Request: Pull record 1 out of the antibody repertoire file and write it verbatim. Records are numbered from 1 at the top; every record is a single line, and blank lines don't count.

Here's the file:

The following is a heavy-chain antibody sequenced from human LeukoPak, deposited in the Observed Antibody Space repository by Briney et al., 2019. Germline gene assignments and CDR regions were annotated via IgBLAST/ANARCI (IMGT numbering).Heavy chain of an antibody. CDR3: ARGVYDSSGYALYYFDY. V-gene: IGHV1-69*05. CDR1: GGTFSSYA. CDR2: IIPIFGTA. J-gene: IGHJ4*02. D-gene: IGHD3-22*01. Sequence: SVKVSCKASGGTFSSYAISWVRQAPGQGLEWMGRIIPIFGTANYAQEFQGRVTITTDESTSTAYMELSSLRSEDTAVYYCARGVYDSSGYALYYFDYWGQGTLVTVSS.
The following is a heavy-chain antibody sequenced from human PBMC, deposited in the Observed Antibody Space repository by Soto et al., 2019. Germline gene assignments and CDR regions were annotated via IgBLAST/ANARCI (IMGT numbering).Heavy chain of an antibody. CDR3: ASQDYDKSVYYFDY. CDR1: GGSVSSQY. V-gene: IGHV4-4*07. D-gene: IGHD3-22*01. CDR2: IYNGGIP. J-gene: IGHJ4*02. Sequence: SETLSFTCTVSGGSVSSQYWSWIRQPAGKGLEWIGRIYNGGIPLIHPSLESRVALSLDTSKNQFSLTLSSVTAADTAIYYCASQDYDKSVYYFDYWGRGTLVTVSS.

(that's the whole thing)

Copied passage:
The following is a heavy-chain antibody sequenced from human LeukoPak, deposited in the Observed Antibody Space repository by Briney et al., 2019. Germline gene assignments and CDR regions were annotated via IgBLAST/ANARCI (IMGT numbering).Heavy chain of an antibody. CDR3: ARGVYDSSGYALYYFDY. V-gene: IGHV1-69*05. CDR1: GGTFSSYA. CDR2: IIPIFGTA. J-gene: IGHJ4*02. D-gene: IGHD3-22*01. Sequence: SVKVSCKASGGTFSSYAISWVRQAPGQGLEWMGRIIPIFGTANYAQEFQGRVTITTDESTSTAYMELSSLRSEDTAVYYCARGVYDSSGYALYYFDYWGQGTLVTVSS.